Dean Christal is an industry lifer whose father worked for Helene Curtis and brother founded Alterna. When he met two world-class chemists who had little interest in hair, he hooked them with one idea: That they could “make an incredible impact, making women happy with their hair.” How? By creating a product that would fix damage and stop breakage.
The chemists, Dr. Craig Hawker, director of the California Nanosystems Institute and the Dow Materials Institute, and co-director of the Materials Institute Lab at the University of California Santa Barbara, and his colleague Dr. Eric Pressley, were amazed that no one had done what they immediately considered. After extensive patent searches and 24-hours in Pressley’s garage, the polymer-research chemists created Olaplex.
Christal gave it to chemical pro Joe Santy (Attitudes Hair Studio, Langhorne, Pennsylvania), who tested it with perms, then decided to try it with lighteners.
“It absolutely stops bond breakage and leaves the fiber intact,” Santy says. “And using it is as simple as it gets.” (Santy believes it can reignite perming; Christal was stunned when he heard how it worked with color, which was the easiest first-up.)
After celeb colorists Tracey Cunningham and Guy Tang “tried it, loved it,” Olaplex took off, fueled by Instagram alone. Within a month, Christal had 4,000 salon orders. Now, he’s adding 100 a day and re-orders are pouring in.
Olaplex = Cool Chemistry
Olaplex is a liquid color additive that works with any brand of color or lightener to prevent hair damage. Colorists know that during chemical processing, disulfide bonds get broken and then reform, but that not all the bonds reform. That’s how chemical damage compounds. It’s also where Olaplex comes in.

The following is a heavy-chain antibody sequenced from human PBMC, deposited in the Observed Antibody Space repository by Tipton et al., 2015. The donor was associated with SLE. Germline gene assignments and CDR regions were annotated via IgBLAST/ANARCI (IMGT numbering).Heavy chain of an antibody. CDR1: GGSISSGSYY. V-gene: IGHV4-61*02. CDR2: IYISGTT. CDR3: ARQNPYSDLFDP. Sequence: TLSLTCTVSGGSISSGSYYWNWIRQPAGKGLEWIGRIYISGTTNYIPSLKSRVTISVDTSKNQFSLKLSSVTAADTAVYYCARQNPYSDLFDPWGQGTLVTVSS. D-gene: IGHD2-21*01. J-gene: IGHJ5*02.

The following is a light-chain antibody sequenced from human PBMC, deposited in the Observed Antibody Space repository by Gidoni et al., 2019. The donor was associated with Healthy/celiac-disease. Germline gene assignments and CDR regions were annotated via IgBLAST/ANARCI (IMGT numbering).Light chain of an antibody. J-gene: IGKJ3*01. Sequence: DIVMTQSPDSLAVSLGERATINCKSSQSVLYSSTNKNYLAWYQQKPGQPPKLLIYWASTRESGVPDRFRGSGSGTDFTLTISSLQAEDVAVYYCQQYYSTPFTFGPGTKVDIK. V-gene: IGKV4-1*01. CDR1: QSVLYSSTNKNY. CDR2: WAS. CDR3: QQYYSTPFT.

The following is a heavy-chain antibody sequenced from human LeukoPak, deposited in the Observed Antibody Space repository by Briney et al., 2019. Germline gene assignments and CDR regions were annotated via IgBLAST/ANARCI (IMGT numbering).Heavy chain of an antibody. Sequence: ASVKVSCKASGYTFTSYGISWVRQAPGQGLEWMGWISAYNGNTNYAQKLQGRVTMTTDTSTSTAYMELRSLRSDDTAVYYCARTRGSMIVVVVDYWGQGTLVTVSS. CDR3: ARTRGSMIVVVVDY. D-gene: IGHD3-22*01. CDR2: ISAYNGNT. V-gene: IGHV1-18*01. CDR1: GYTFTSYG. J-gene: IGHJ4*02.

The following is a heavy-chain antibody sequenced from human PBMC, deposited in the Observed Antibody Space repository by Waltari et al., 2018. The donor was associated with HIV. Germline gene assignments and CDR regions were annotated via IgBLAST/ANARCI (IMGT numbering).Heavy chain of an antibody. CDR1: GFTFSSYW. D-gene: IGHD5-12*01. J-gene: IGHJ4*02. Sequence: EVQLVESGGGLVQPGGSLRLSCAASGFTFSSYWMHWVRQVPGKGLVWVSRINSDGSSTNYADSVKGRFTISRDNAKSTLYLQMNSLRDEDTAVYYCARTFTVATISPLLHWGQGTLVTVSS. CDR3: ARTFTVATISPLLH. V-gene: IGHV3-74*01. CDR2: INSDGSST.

At the point when sulfur-hydrogen bonds break up, either allowing the reformation of the disulfide bonds or unfortunately creating hair-damaging sulfate groups, Olaplex interrupts the process. It adds strong carbon bonds to both ends of the sulfur-hydrogen bonds. Using a single molecule, it creates these bonds before oxygen can remove the hydrogen—the process that normally allows sulfur atoms to reform as disulfide bonds. (For chemistry geeks, it moves the hydrogen to a more stable position.) Multiple international patents are pending.
Christal, who created online buzz by responding to everyone who used the hashtag #olaplex, says while he once resisted, he’s going with colorist community’s definition of Olaplex: insurance. “They told me it beat fear of processing and acted like an insurance policy,” he says.
Of course, if you want real insurance, use common sense. Don’t use Olaplex on hair you wouldn’t normally expose to the process you’re considering. Follow the directions—don’t use too much or you won’t get lift. When you formulate, add Olaplex in the correct amount, and bump-up the developer volume (from 20 to 30, or 30 to 40) to accommodate longer processing times. Once the hair is rinsed, increase bonding with Bond Perfector No 2, applied at the bowl for five minutes.
“There is no fade-off; once the carbon bond linkage is created, it’s permanent,” Christal says. And since nothing is 100 percent when we are talking millions of bonds, Hair Perfector No 3 is available for take home, letting both salons and consumers bond even closer.